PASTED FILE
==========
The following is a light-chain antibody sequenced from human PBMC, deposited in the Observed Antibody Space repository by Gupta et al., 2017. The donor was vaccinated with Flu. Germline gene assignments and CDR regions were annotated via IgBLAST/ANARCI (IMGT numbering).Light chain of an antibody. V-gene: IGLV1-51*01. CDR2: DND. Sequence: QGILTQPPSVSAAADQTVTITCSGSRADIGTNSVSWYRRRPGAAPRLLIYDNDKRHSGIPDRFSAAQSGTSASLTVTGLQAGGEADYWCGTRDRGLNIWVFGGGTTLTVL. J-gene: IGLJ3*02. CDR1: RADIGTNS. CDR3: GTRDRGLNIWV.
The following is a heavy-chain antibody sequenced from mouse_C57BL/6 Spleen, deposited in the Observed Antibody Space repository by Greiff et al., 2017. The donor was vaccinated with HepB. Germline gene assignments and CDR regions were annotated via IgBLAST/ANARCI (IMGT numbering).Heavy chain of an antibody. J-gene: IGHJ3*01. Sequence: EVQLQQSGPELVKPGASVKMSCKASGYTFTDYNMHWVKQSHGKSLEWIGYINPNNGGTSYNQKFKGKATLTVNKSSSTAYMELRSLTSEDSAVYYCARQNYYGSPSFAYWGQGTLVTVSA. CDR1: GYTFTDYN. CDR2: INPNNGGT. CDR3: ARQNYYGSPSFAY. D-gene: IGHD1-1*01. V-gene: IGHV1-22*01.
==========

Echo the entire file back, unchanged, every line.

The following is a light-chain antibody sequenced from human PBMC, deposited in the Observed Antibody Space repository by Gupta et al., 2017. The donor was vaccinated with Flu. Germline gene assignments and CDR regions were annotated via IgBLAST/ANARCI (IMGT numbering).Light chain of an antibody. V-gene: IGLV1-51*01. CDR2: DND. Sequence: QGILTQPPSVSAAADQTVTITCSGSRADIGTNSVSWYRRRPGAAPRLLIYDNDKRHSGIPDRFSAAQSGTSASLTVTGLQAGGEADYWCGTRDRGLNIWVFGGGTTLTVL. J-gene: IGLJ3*02. CDR1: RADIGTNS. CDR3: GTRDRGLNIWV.
The following is a heavy-chain antibody sequenced from mouse_C57BL/6 Spleen, deposited in the Observed Antibody Space repository by Greiff et al., 2017. The donor was vaccinated with HepB. Germline gene assignments and CDR regions were annotated via IgBLAST/ANARCI (IMGT numbering).Heavy chain of an antibody. J-gene: IGHJ3*01. Sequence: EVQLQQSGPELVKPGASVKMSCKASGYTFTDYNMHWVKQSHGKSLEWIGYINPNNGGTSYNQKFKGKATLTVNKSSSTAYMELRSLTSEDSAVYYCARQNYYGSPSFAYWGQGTLVTVSA. CDR1: GYTFTDYN. CDR2: INPNNGGT. CDR3: ARQNYYGSPSFAY. D-gene: IGHD1-1*01. V-gene: IGHV1-22*01.